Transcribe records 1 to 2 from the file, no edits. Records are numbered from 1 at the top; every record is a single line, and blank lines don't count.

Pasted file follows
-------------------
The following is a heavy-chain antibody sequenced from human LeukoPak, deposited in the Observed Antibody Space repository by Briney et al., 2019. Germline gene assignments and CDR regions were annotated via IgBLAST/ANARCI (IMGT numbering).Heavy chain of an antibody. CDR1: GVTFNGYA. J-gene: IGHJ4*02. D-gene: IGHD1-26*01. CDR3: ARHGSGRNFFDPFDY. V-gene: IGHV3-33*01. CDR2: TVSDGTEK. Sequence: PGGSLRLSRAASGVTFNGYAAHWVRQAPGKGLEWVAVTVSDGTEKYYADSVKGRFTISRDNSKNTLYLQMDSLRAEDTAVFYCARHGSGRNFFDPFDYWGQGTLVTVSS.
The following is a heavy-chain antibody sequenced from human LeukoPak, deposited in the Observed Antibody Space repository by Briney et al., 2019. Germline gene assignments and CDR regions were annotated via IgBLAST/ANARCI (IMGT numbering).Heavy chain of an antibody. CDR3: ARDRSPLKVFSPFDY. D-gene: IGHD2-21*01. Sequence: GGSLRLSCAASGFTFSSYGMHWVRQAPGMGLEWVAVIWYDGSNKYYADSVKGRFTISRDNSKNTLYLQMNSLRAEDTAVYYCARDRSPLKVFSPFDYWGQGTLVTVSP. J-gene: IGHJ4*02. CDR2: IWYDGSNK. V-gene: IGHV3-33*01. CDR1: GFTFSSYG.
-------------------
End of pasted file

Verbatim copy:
The following is a heavy-chain antibody sequenced from human LeukoPak, deposited in the Observed Antibody Space repository by Briney et al., 2019. Germline gene assignments and CDR regions were annotated via IgBLAST/ANARCI (IMGT numbering).Heavy chain of an antibody. CDR1: GVTFNGYA. J-gene: IGHJ4*02. D-gene: IGHD1-26*01. CDR3: ARHGSGRNFFDPFDY. V-gene: IGHV3-33*01. CDR2: TVSDGTEK. Sequence: PGGSLRLSRAASGVTFNGYAAHWVRQAPGKGLEWVAVTVSDGTEKYYADSVKGRFTISRDNSKNTLYLQMDSLRAEDTAVFYCARHGSGRNFFDPFDYWGQGTLVTVSS.
The following is a heavy-chain antibody sequenced from human LeukoPak, deposited in the Observed Antibody Space repository by Briney et al., 2019. Germline gene assignments and CDR regions were annotated via IgBLAST/ANARCI (IMGT numbering).Heavy chain of an antibody. CDR3: ARDRSPLKVFSPFDY. D-gene: IGHD2-21*01. Sequence: GGSLRLSCAASGFTFSSYGMHWVRQAPGMGLEWVAVIWYDGSNKYYADSVKGRFTISRDNSKNTLYLQMNSLRAEDTAVYYCARDRSPLKVFSPFDYWGQGTLVTVSP. J-gene: IGHJ4*02. CDR2: IWYDGSNK. V-gene: IGHV3-33*01. CDR1: GFTFSSYG.